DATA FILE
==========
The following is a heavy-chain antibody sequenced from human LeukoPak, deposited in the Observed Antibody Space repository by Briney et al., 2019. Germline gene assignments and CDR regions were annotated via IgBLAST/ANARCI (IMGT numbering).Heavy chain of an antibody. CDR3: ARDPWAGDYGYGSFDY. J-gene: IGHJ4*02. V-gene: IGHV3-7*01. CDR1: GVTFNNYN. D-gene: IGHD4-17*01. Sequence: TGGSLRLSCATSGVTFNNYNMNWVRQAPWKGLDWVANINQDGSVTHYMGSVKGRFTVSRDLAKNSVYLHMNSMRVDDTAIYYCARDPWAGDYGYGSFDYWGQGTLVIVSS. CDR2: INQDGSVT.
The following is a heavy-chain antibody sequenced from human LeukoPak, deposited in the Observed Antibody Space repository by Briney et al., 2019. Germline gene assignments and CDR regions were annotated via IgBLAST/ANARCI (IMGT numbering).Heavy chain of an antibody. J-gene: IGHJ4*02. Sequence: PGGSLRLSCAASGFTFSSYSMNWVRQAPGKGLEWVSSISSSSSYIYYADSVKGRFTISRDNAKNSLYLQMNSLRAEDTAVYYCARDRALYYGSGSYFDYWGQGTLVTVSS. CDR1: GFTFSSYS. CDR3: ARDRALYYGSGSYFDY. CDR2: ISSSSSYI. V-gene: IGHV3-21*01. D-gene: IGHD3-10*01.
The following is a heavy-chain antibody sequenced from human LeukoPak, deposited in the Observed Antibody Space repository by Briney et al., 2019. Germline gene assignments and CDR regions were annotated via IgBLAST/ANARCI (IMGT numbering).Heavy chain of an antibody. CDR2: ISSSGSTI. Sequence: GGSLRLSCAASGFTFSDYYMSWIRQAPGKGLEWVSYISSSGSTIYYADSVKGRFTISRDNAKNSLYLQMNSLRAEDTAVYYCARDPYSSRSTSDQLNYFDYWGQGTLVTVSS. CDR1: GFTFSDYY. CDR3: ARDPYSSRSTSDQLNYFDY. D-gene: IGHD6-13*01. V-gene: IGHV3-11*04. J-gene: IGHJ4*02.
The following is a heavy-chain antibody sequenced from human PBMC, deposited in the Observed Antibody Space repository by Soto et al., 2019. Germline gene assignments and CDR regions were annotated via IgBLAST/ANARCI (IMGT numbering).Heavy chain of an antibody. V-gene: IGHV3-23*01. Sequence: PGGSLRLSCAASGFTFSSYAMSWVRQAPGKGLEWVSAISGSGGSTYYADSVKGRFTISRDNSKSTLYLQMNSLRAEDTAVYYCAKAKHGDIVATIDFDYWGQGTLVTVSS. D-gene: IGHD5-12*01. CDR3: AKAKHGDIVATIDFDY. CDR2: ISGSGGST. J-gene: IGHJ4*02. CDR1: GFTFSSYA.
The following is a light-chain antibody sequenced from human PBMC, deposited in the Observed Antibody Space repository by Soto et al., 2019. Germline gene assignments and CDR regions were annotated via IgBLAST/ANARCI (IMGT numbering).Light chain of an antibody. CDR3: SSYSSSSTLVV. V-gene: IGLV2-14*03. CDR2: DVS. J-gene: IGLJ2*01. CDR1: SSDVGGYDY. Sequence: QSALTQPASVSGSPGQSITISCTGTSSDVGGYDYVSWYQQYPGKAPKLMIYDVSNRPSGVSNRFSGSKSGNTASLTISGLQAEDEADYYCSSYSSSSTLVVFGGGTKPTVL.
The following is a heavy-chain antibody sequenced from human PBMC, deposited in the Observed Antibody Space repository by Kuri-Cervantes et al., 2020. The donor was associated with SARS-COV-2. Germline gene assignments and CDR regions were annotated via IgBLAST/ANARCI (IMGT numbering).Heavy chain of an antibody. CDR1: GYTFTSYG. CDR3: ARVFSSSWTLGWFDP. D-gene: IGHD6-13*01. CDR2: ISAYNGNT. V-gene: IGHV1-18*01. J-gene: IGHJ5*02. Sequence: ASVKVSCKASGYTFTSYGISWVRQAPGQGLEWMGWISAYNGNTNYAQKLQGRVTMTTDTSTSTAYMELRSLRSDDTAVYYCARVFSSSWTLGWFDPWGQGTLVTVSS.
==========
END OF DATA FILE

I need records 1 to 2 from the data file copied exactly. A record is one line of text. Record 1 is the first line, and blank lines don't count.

The following is a heavy-chain antibody sequenced from human LeukoPak, deposited in the Observed Antibody Space repository by Briney et al., 2019. Germline gene assignments and CDR regions were annotated via IgBLAST/ANARCI (IMGT numbering).Heavy chain of an antibody. CDR3: ARDPWAGDYGYGSFDY. J-gene: IGHJ4*02. V-gene: IGHV3-7*01. CDR1: GVTFNNYN. D-gene: IGHD4-17*01. Sequence: TGGSLRLSCATSGVTFNNYNMNWVRQAPWKGLDWVANINQDGSVTHYMGSVKGRFTVSRDLAKNSVYLHMNSMRVDDTAIYYCARDPWAGDYGYGSFDYWGQGTLVIVSS. CDR2: INQDGSVT.
The following is a heavy-chain antibody sequenced from human LeukoPak, deposited in the Observed Antibody Space repository by Briney et al., 2019. Germline gene assignments and CDR regions were annotated via IgBLAST/ANARCI (IMGT numbering).Heavy chain of an antibody. J-gene: IGHJ4*02. Sequence: PGGSLRLSCAASGFTFSSYSMNWVRQAPGKGLEWVSSISSSSSYIYYADSVKGRFTISRDNAKNSLYLQMNSLRAEDTAVYYCARDRALYYGSGSYFDYWGQGTLVTVSS. CDR1: GFTFSSYS. CDR3: ARDRALYYGSGSYFDY. CDR2: ISSSSSYI. V-gene: IGHV3-21*01. D-gene: IGHD3-10*01.